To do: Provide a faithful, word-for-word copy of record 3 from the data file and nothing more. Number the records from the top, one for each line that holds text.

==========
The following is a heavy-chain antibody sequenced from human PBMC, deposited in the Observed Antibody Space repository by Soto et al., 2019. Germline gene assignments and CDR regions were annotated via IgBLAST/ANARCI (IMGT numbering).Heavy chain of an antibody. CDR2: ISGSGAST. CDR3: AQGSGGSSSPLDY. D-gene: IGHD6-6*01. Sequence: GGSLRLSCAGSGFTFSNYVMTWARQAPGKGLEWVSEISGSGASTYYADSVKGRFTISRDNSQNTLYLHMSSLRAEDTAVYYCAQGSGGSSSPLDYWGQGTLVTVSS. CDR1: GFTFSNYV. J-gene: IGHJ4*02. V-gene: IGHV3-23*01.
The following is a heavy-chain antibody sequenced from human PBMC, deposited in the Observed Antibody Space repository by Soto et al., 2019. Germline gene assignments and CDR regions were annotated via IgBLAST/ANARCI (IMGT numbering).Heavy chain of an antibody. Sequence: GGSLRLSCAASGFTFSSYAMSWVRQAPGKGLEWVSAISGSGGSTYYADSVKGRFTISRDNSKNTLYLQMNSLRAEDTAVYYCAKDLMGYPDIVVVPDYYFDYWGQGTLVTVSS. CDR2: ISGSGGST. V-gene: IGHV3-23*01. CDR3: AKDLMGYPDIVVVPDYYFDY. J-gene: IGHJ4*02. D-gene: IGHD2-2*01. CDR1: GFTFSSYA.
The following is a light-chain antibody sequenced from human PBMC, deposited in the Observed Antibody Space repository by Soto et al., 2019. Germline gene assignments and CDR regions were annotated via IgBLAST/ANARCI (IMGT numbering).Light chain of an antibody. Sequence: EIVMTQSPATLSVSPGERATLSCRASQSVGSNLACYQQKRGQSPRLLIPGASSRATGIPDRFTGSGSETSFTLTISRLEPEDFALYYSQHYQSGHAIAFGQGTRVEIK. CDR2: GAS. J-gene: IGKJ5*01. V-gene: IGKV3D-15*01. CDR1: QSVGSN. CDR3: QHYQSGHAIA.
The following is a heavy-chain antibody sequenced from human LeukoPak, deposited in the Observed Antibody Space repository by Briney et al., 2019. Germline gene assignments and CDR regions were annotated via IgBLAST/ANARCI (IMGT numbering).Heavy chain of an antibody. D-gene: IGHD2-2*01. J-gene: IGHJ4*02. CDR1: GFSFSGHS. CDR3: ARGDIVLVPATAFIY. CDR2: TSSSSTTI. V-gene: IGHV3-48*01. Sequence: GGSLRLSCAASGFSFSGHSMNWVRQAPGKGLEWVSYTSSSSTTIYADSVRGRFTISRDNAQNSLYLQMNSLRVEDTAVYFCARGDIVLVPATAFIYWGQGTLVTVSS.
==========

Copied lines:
The following is a light-chain antibody sequenced from human PBMC, deposited in the Observed Antibody Space repository by Soto et al., 2019. Germline gene assignments and CDR regions were annotated via IgBLAST/ANARCI (IMGT numbering).Light chain of an antibody. Sequence: EIVMTQSPATLSVSPGERATLSCRASQSVGSNLACYQQKRGQSPRLLIPGASSRATGIPDRFTGSGSETSFTLTISRLEPEDFALYYSQHYQSGHAIAFGQGTRVEIK. CDR2: GAS. J-gene: IGKJ5*01. V-gene: IGKV3D-15*01. CDR1: QSVGSN. CDR3: QHYQSGHAIA.